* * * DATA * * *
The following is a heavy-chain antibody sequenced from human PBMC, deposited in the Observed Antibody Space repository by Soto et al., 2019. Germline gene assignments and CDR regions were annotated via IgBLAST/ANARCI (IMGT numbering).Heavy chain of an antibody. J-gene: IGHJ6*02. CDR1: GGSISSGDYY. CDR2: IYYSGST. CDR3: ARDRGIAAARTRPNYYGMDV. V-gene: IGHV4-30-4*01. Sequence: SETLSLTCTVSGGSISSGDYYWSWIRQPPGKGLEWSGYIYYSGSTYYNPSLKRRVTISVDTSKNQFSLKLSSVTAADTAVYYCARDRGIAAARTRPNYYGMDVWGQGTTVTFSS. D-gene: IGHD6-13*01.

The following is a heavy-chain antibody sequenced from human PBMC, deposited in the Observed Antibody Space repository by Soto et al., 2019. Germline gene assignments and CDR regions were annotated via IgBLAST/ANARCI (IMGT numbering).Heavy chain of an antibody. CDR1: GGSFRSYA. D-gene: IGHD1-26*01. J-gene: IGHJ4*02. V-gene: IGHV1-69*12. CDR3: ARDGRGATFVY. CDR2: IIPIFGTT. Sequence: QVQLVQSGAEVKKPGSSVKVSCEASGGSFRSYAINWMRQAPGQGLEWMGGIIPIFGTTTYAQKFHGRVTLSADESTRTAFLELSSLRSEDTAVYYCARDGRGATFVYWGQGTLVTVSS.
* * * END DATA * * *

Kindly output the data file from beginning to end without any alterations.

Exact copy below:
The following is a heavy-chain antibody sequenced from human PBMC, deposited in the Observed Antibody Space repository by Soto et al., 2019. Germline gene assignments and CDR regions were annotated via IgBLAST/ANARCI (IMGT numbering).Heavy chain of an antibody. J-gene: IGHJ6*02. CDR1: GGSISSGDYY. CDR2: IYYSGST. CDR3: ARDRGIAAARTRPNYYGMDV. V-gene: IGHV4-30-4*01. Sequence: SETLSLTCTVSGGSISSGDYYWSWIRQPPGKGLEWSGYIYYSGSTYYNPSLKRRVTISVDTSKNQFSLKLSSVTAADTAVYYCARDRGIAAARTRPNYYGMDVWGQGTTVTFSS. D-gene: IGHD6-13*01.

The following is a heavy-chain antibody sequenced from human PBMC, deposited in the Observed Antibody Space repository by Soto et al., 2019. Germline gene assignments and CDR regions were annotated via IgBLAST/ANARCI (IMGT numbering).Heavy chain of an antibody. CDR1: GGSFRSYA. D-gene: IGHD1-26*01. J-gene: IGHJ4*02. V-gene: IGHV1-69*12. CDR3: ARDGRGATFVY. CDR2: IIPIFGTT. Sequence: QVQLVQSGAEVKKPGSSVKVSCEASGGSFRSYAINWMRQAPGQGLEWMGGIIPIFGTTTYAQKFHGRVTLSADESTRTAFLELSSLRSEDTAVYYCARDGRGATFVYWGQGTLVTVSS.